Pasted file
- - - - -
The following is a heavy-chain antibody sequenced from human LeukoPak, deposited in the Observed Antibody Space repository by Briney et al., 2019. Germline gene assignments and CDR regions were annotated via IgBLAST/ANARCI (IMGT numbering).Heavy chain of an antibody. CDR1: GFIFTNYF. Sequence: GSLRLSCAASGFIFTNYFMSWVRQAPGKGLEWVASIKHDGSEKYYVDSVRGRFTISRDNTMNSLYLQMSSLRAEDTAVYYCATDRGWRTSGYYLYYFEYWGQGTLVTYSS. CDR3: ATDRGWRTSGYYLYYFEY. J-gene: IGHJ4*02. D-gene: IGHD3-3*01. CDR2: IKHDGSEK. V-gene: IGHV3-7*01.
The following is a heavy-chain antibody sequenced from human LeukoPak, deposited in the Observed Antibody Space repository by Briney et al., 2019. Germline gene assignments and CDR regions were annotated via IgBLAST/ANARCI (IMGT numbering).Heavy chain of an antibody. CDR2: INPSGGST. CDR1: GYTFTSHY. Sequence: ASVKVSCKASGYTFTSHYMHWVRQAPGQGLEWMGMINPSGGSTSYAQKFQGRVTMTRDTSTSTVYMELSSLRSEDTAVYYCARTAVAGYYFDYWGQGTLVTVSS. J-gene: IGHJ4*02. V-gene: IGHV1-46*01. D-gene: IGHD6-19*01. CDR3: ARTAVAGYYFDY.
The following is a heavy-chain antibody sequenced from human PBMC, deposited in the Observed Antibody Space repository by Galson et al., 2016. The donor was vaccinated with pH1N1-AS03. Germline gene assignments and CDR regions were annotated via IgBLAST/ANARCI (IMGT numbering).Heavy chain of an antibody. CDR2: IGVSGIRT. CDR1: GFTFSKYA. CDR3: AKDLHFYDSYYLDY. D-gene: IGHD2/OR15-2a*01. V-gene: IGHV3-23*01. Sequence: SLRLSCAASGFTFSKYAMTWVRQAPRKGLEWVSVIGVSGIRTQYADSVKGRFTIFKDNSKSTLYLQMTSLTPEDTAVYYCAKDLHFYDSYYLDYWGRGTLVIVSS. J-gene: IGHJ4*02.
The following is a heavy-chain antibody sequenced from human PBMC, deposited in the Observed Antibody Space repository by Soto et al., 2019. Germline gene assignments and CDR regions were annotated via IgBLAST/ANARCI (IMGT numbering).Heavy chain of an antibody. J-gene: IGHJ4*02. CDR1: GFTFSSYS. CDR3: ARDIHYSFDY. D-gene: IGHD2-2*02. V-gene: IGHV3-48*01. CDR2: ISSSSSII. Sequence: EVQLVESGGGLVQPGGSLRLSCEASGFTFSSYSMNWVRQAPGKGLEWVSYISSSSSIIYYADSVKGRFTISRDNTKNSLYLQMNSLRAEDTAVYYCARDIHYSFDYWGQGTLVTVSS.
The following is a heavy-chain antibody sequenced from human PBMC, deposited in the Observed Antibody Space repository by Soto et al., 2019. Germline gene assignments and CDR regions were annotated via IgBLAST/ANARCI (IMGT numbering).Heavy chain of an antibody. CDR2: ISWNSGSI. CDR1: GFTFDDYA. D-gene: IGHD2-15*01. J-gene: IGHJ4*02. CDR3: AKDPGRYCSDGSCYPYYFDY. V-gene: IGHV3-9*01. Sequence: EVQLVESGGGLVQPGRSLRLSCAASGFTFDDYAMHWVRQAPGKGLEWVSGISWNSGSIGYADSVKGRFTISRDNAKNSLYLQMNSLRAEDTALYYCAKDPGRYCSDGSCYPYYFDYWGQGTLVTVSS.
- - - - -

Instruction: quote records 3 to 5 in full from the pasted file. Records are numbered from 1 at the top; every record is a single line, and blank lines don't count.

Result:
The following is a heavy-chain antibody sequenced from human PBMC, deposited in the Observed Antibody Space repository by Galson et al., 2016. The donor was vaccinated with pH1N1-AS03. Germline gene assignments and CDR regions were annotated via IgBLAST/ANARCI (IMGT numbering).Heavy chain of an antibody. CDR2: IGVSGIRT. CDR1: GFTFSKYA. CDR3: AKDLHFYDSYYLDY. D-gene: IGHD2/OR15-2a*01. V-gene: IGHV3-23*01. Sequence: SLRLSCAASGFTFSKYAMTWVRQAPRKGLEWVSVIGVSGIRTQYADSVKGRFTIFKDNSKSTLYLQMTSLTPEDTAVYYCAKDLHFYDSYYLDYWGRGTLVIVSS. J-gene: IGHJ4*02.
The following is a heavy-chain antibody sequenced from human PBMC, deposited in the Observed Antibody Space repository by Soto et al., 2019. Germline gene assignments and CDR regions were annotated via IgBLAST/ANARCI (IMGT numbering).Heavy chain of an antibody. J-gene: IGHJ4*02. CDR1: GFTFSSYS. CDR3: ARDIHYSFDY. D-gene: IGHD2-2*02. V-gene: IGHV3-48*01. CDR2: ISSSSSII. Sequence: EVQLVESGGGLVQPGGSLRLSCEASGFTFSSYSMNWVRQAPGKGLEWVSYISSSSSIIYYADSVKGRFTISRDNTKNSLYLQMNSLRAEDTAVYYCARDIHYSFDYWGQGTLVTVSS.
The following is a heavy-chain antibody sequenced from human PBMC, deposited in the Observed Antibody Space repository by Soto et al., 2019. Germline gene assignments and CDR regions were annotated via IgBLAST/ANARCI (IMGT numbering).Heavy chain of an antibody. CDR2: ISWNSGSI. CDR1: GFTFDDYA. D-gene: IGHD2-15*01. J-gene: IGHJ4*02. CDR3: AKDPGRYCSDGSCYPYYFDY. V-gene: IGHV3-9*01. Sequence: EVQLVESGGGLVQPGRSLRLSCAASGFTFDDYAMHWVRQAPGKGLEWVSGISWNSGSIGYADSVKGRFTISRDNAKNSLYLQMNSLRAEDTALYYCAKDPGRYCSDGSCYPYYFDYWGQGTLVTVSS.